Friday, June 13, 2008

Traffic and Road Pollution Pushing Children into Allergies, Asthma

The closer your children live to roads, the higher their risk of developing allergies and asthma. New evidence blames traffic-related pollution for increasing these risks among children by more than fifty percent.

“Children living very close to a major road are likely to be exposed not only to a higher amount of traffic-derived particles and gases but also to a more freshly emitted aerosols which may be toxic,” wrote lead author of the research, Dr. Joachim Heinrich, of the German Research Center for Environment and Health at the Institute of Epidemiology, in Munich.

“Our findings provide strong evidence for the adverse effects of traffic-related air pollutants on atopic diseases as well as on allergic sensitization,” wrote Dr. Heinrich.

The results appeared in the second issue for June of the American Thoracic Society’s American Journal of Respiratory and Critical Care Medicine. The study examined nearly 2,900 children at age four and more than 3,000 at age six to determine their rates of doctor-diagnosed asthma and/or allergy with relation to long-term exposure to traffic-related pollution. Their exposure to traffic pollutants was calculated as a function of the distance of their homes from major roads at birth and at two, three and six years of age. Parents were given questionnaires about their child’s respiratory diagnoses and symptoms, and their children were assessed for asthma, wheezing, sneezing and eczema.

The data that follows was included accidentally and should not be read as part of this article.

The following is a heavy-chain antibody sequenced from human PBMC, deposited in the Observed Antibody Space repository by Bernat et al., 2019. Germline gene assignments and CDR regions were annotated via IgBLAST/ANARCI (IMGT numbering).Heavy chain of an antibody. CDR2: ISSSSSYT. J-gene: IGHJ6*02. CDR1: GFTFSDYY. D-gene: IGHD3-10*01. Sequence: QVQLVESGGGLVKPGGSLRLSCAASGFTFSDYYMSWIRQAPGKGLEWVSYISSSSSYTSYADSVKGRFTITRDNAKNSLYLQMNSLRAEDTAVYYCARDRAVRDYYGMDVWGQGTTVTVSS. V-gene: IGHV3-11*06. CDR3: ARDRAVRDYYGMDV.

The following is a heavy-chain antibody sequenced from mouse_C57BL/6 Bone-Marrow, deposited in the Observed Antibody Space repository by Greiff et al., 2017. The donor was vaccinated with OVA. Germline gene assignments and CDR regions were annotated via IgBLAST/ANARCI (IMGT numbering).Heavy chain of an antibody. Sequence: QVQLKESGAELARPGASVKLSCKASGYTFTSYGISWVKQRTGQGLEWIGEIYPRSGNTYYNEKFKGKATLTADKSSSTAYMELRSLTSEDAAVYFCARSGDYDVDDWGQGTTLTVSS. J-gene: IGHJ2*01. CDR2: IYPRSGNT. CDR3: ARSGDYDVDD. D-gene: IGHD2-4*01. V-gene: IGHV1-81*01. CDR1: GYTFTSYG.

Researchers found significant positive associations between distance to the nearest road and asthmatic bronchitis, hay fever, eczema and allergic sensitizations. They also found a distant-dependent relationship between proximity to the road and risk of allergic sensitization, with those living closest to major roads having a nearly 50 percent greater risk of allergic sensitization.

“We consistently found strong associations between the distance to the nearest main road and the allergic disease outcomes,” wrote Dr. Heinrich. “Children living closer than 50 meters to a busy street had the highest probability of getting allergic symptoms, compared to children living further away.”


1 comment:

Juhana Harju said...

The Lohasian blog refered a recent study last month: "A new Columbia University study suggests that children living on tree lined streets have lower rates of asthma. The researchers found that asthma in kids aged four or five fell by 25% for every 343 trees per square kilometer."